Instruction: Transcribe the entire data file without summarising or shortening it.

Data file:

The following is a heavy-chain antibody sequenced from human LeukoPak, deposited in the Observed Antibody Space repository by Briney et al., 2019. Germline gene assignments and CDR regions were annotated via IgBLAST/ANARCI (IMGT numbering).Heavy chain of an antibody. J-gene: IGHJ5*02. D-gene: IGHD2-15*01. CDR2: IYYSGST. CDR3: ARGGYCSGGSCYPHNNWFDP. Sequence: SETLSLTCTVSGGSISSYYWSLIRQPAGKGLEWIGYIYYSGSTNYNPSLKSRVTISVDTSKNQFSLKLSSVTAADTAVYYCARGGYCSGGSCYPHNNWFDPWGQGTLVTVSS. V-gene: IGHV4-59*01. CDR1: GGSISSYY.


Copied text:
The following is a heavy-chain antibody sequenced from human LeukoPak, deposited in the Observed Antibody Space repository by Briney et al., 2019. Germline gene assignments and CDR regions were annotated via IgBLAST/ANARCI (IMGT numbering).Heavy chain of an antibody. J-gene: IGHJ5*02. D-gene: IGHD2-15*01. CDR2: IYYSGST. CDR3: ARGGYCSGGSCYPHNNWFDP. Sequence: SETLSLTCTVSGGSISSYYWSLIRQPAGKGLEWIGYIYYSGSTNYNPSLKSRVTISVDTSKNQFSLKLSSVTAADTAVYYCARGGYCSGGSCYPHNNWFDPWGQGTLVTVSS. V-gene: IGHV4-59*01. CDR1: GGSISSYY.